Imagine a grape. Seriously. Do it. We all know what a grape looks like, just picture one hanging on the vine.
Now, tell me about it.
Is the skin dark or light? How ripe is it? Is the vine row on a flat surface or an incline? What kind of soil is the root stock planted in? Is it growing in a warm or cold region? How much sunlight is it receiving? What's the average humidity? Is it getting most of its water from irrigation or rainfall? Is it getting a lot of water or is it being stressed? How close is it planted to the other vine rows? Is the vineyard growing other plants nearby? Is it being treated with industrial pesticides or farmed biodynamically?
You get the point: a grape isn't just a grape; it's one component of a much larger ecosystem. Also, there's not just one, but thousands of individual grapes in every vineyard and each one is influenced differently by the above factors and more. Two grapes hanging next to each other on the same vine will have slight differences in the amount of acidity or sugar they produce, but consider how different they could be coming from opposite sides of the vineyard.
All of this, and more, is what wine enthusiasts mean when they talk about terroir.
What is Terroir?
Terroir can be broadly defined as, “the environmental factors that influence a crop's development,” the culmination of which is expressed through the food those crops create. It's why you might find you prefer Arabica coffee from Columbia more than Brazil, why some people insist on only buying San Marzano tomatoes imported from Italy, or why two Burgundy vineyards less than a mile apart can sell wine at a price difference of $9,000 per bottle.
Beyond that, terroir is the sense of “somewhereness” that a wine expresses. Cabernet Sauvignon produced in Bordeaux will never taste the exactly same as Cabernet Sauvignon produced in Napa Valley, because grapes in each region are grown in different soil, receive different amounts of water from different sources, and differing amounts of sunlight, etc.
In many cases these differences are subtle, but, when the right grape is grown within the right terroir, the results can be enchanting. This is why people look for Malbec from Argentina, Sauvignon Blanc from New Zealand, Gewürztraminer from Alsace, and so on.
It's also why wine enthusiasts reject commercial wine produced from bulk grapes, sometimes referred to as “McWine.” The idea is, wine produced from grapes grown in drastically different areas loses that romantic notion of “somewhere” and instead can only express “nowhere.”
Terroir in Action
So, here's a fun experiment. Gather some friends and choose a single grape variety wine. Now, go to the store and have everyone buy one bottle, but make sure each is from a different place. Taste them together and note the difference. Some of it will be accounted for by the styles of wine making, but the rest is terroir. Think about the questions I asked at the beginning, can you find the answers by the taste alone?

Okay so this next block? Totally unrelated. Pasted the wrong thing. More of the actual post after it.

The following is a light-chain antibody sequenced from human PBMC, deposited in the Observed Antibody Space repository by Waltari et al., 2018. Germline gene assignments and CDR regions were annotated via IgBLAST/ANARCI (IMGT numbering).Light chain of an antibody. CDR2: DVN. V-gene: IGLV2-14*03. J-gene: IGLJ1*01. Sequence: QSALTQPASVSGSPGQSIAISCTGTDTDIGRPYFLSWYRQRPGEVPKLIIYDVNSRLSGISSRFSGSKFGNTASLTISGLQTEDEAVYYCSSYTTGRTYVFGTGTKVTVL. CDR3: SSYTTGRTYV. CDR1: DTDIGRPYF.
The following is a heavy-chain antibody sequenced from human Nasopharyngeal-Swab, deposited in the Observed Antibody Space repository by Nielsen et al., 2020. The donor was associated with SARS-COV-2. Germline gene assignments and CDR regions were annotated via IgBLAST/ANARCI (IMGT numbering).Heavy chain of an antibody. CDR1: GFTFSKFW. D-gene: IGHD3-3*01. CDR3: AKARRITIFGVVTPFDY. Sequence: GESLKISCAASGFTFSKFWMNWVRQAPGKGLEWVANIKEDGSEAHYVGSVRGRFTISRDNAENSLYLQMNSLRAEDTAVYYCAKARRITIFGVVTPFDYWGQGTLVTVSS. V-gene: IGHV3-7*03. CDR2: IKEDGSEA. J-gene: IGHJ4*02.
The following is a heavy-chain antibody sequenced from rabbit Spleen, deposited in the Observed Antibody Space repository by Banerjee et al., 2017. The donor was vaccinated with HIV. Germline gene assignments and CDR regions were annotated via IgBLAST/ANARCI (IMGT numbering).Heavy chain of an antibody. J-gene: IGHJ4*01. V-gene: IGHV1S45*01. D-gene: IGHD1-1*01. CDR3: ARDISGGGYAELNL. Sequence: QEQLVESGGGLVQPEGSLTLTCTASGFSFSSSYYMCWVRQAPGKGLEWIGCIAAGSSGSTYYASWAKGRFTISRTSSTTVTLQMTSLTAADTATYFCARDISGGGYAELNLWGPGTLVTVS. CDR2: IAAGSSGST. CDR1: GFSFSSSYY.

The Human Influence on Terroir
I had the chance to take a class withThe Chopping Block's Sommelier Christophe Bakunas earlier this month and in between tastings he commented on the human influence on terroir. I always divided terroir and wine making in my mind as two distinct forces, one natural and one human. However, as Christophe said, “If the same family has been working the land for 400 years, can you really say they aren't a part of that land? Part of that terroir?” I touched on this a little at the beginning, with questions about pesticides and crop rotation, but after thinking about it, I realized there is something more there.
I don't think this conversation is possible without considering the dark side of global agriculture, slavery. While it may not be frequently discussed, there is no doubt this archaic practice can influence the final product. In Tom Heinemann's 2016 documentary, Bitter Grapes, he interviews a group of South African workers that, without access to a working toilet, retreat to the vineyards to address their biological needs. I found this quite distressing, because I genuinely enjoy South African wine and if you were to look at my Vivino account you would see I favorably reviewed a Pinotage from that very vineyard just two months ago.
In June, I made the comment that we only have control over what comes out of the bottle, not what goes in, but I don't really think that's true now. We also have control over the terroir, as consumers; it's our choice whether we ignorantly indulge ourselves on fruits of another human's suffering or refuse to reward their oppressors with our money. Please, be responsible, not only in your consumption, but in what you choose to consume.
If you want to learn more about terroir, why not take one of our wine classes? Christophe's War and Wine class coming up at the Merchandise Mart on September 14 will focus on World War II when the Germans took control of France and began to systematically plunder the cellars of France's most revered wine regions: Champagne, Burgundy and Bordeaux. Part history class, part wine tasting, we will unfold the story of French resistance as the German wine Weinführers attempted to pillage the cellars of hundreds of wineries.